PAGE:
• Don’t get all caught up with money and records. It’s all cash, isn’t it? If you need some, just take it. It’s yours, isn’t it? Some bills can wait, if need be.
  • Pay no attention to marketing. People will find your laundry on their own. Skip any customer incentives. After all, nature creates dirty laundry, and folks will keep using your machines, no matter what.
  • Don’t put up with anything. Argue with customers over minor matters. They will love the battle. Their viewpoint doesn’t matter. It’s your store, and you can run it the way you want to run it.
  • A bill-to-bill changer isn’t needed. If a customer has a large bill, let him/her go to a nearby bank. They don’t mind driving around in bad weather to get a chance to use your store.
  • Limit the use of your air conditioner, and don’t forget to keep it cold in the winter. The cold is invigorating; it keeps people alert. Plus, it costs money to heat and air-condition. In the summer, keep the doors open. A few bugs flying around won’t scare anyone off. In the winter, if people do become uncomfortable, they can always huddle near the machines to keep warm.
  • Never remodel or refurbish your store. Don’t replace or add machines. If it worked fine 20 years ago, it should work fine now. The retro look is hot!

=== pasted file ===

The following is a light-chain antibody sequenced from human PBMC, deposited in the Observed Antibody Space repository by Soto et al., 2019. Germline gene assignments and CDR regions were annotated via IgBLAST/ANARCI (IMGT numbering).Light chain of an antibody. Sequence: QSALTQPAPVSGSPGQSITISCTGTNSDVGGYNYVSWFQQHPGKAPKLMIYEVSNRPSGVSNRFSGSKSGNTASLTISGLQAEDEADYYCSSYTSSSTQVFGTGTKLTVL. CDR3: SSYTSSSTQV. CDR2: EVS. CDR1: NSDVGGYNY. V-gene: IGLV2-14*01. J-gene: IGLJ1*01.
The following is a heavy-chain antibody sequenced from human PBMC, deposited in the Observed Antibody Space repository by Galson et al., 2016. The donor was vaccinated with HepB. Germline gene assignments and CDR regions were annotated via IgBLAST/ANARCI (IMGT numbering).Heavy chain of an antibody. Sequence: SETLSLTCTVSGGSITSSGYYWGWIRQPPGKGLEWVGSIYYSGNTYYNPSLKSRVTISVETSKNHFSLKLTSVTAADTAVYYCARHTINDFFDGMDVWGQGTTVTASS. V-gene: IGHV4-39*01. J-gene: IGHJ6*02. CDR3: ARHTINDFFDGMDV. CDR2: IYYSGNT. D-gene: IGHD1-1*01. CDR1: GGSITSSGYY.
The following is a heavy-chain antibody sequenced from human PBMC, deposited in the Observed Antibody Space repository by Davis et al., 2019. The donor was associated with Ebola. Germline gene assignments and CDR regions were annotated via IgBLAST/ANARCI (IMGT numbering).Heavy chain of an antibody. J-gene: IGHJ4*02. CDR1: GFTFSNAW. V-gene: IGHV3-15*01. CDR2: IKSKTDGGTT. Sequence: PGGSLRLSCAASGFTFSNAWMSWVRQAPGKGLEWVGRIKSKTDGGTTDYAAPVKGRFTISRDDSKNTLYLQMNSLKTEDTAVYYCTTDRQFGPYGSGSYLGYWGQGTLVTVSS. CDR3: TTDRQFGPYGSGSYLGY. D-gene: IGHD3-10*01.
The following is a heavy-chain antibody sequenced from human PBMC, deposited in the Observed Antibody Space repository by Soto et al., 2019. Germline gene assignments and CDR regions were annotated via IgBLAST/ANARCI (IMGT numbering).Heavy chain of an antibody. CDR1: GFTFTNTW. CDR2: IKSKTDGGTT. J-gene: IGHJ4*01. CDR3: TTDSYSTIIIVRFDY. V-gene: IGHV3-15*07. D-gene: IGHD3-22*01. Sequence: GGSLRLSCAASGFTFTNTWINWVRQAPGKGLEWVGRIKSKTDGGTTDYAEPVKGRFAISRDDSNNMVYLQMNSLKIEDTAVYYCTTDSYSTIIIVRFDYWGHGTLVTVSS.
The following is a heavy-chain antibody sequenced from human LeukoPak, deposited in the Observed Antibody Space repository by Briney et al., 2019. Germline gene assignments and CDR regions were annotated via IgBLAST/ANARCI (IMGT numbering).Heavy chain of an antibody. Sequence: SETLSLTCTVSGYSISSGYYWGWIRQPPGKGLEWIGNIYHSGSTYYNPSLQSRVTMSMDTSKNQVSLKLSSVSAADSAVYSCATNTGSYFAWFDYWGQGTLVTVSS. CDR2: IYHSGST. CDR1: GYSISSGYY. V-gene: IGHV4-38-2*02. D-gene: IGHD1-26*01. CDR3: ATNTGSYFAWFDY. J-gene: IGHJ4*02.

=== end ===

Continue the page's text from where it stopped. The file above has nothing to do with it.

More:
While some might have additional suggestions, these are the essential ingredients in the formula for failure. Do any of them hit home? I can assure you that if you incorporate all or part of them in your operation, failure is right around the corner.The main message is that it’s all about you and how you operate your store. Attitude is critical. Install a mirror in your office and consult it daily to ask about and see your managerial flaws.Be proactive, not reactive. If you make things happen, they will likely happen for you. If you watch things happen, they will likely happen to you.I have been asked many times what the key is for success in the self-service laundry business. I say, “There are five things. First, always do the fundamentally right things all of the time. I’ve forgotten the other four.”If you are failing in some areas, reverse your direction. Success is a function of the sum of all your choices. You can make the correct choices.Having a successful business is a wonderful and satisfying experience. Being totally honest about yourself and your operating methods will be extremely important in getting you to the right destination. Strive to have a great store — one that’s loaded with extras. I guarantee that when you reach that status and someone asks how you’re feeling, your response will be, “I feel so good, I’d pay a hundred bucks for a headache!” 

About the author

Stephen M. Bean

Universal Coin Laundry Machinery

Machinery Distributor

Stephen M. Bean is a machinery distributor, self-service laundry owner, and marketing consultant. Bean also has a master’s degree in clinical psychology. If you have any comments, contact him at 248-435-6200.